Some voices are born and not made, and the voice of former Chattanoogan Brian “Husky” Burnette is one such untameable beast. Coming off a bit like Howlin’ Wolf, if the Wolf had been a drunken white man with a serious Tide pod jones, Burnette has the kind of manically unhinged vocal instrument that no serious teacher would ever encourage in one of his students, lest he be run out of the business on the wrong end of a very sharp stick. And thank the gods for all of that, because Burnette’s voice is the perfect implement for his particular brand of atavistic stomp, a deviant hybrid of hill-country blues, garage-y punk and heavy, swampy rock ‘n’ roll.
“Before I started my own band, I had written songs just a little, but I had never sung before,” says Burnette. “And I still don’t call myself a singer. But there was no one else around to do it, and there were plenty of other bands with not-so-great vocalists. So I figured that if they can do it, I can do it.”
Burnette began his musical life as a guitar player, and he’s blessed with an appealingly distinctive six-string voice, rooted in a rhythmically facile approach that sees him integrate standard comping with bottleneck slide. Thus his earliest gigs were as a sideman, like his stint with regional country music artist Roger Alan Wade in the early 2000s.
But even as he earned a living off trad country, Burnette was cultivating his longtime love affair with the blues. He says his initial exposure to the idiom came through his uncles, who had introduced him early on to blues-based classic rock, Jimi Hendrix, Cream and the like. Over the years, he worked his way backwards, first discovering transitional electric blues artists like the aforementioned Howlin’ Wolf, Muddy Waters, Buddy Guy, and then digging into the delta and hill country blues — the latter being a North Mississippi offshoot characterized by simple riffs and powerful, relentless grooves — that heavily inform his playing and songwriting today.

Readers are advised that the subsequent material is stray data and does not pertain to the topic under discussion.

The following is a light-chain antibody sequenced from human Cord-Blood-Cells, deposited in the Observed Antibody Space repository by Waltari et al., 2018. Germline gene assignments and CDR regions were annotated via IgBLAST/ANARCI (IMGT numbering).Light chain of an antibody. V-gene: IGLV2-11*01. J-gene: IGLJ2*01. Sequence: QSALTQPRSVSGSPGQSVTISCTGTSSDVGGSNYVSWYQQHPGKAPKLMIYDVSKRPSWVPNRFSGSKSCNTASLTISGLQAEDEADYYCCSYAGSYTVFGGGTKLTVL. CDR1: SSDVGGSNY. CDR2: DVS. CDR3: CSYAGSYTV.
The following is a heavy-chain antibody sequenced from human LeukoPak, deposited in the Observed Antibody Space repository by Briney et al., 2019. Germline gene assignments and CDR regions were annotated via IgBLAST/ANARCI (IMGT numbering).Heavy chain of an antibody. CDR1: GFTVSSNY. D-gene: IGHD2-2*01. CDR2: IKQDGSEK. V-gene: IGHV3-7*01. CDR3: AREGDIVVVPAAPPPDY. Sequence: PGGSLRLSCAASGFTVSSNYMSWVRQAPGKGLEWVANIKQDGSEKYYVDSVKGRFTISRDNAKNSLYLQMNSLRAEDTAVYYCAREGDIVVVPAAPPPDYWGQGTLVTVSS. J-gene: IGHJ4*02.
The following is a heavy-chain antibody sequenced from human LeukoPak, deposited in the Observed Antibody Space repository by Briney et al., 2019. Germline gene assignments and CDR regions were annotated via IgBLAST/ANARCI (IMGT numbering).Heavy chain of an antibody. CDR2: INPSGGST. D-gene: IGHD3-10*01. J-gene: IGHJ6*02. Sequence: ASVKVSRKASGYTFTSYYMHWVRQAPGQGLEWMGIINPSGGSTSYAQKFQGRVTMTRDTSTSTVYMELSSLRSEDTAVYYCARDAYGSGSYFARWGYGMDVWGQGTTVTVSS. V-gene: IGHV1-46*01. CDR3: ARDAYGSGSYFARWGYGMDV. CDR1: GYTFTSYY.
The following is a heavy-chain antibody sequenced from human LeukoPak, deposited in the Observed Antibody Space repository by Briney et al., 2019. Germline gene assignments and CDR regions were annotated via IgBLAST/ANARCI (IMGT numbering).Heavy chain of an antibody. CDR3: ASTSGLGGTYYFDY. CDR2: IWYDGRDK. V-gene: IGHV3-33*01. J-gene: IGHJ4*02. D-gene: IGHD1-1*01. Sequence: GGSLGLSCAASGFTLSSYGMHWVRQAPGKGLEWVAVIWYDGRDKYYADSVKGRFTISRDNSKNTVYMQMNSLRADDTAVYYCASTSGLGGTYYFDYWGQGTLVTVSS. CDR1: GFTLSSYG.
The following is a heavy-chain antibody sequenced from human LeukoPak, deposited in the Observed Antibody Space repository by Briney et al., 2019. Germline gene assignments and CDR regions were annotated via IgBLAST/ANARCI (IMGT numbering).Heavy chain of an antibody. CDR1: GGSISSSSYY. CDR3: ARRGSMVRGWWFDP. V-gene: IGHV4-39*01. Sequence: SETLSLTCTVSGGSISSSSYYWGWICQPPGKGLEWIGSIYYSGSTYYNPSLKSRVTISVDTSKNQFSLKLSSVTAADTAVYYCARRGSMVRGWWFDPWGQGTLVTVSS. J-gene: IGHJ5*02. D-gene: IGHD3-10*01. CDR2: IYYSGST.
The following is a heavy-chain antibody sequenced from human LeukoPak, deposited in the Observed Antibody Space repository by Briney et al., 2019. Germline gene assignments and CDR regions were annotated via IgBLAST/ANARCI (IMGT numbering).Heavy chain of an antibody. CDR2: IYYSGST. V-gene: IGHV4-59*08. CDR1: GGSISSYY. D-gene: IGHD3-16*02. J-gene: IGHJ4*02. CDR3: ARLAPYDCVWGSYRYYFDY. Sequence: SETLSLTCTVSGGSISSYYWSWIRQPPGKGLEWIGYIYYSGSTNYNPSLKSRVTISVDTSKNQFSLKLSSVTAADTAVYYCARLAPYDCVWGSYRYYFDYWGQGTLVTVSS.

But while that hill country rhythmic underpinning has remained a constant in each of his LP releases, Burnette has increasingly embraced his rock instincts, upping the tempo on his trademark barnstorming grooves, and adding ever thicker layers of crunch to his already-pungent six-string tone.
Burnette says he knew he could no longer ignore his emergent rock instincts when he collaborated recently with Pittsburgh outfit Six Speed Kill — who he describes as being “a band on the Motorhead side of things” — on a split 12-inch release. “One song I had was just straight-up hard rock,” he says. “It was my chance to bring out all these rock riffs that had been bouncing around in my head. It was a lot heavier than anything I’d done before.
“My music has definitely gotten more ‘rock’ over time. I’ve always been a fan of any kind of hard rock, or raw rock music. I need that stuff. I mean, I love the blues; I love hill country blues. But after playing in that vein for a while, I guess it was just time for more rock ‘n’ roll in my life.”
Husky Burnette will play Funny Ears Fringe Festival Thursday, March 22 at 7:20 p.m. at Preservation Pub.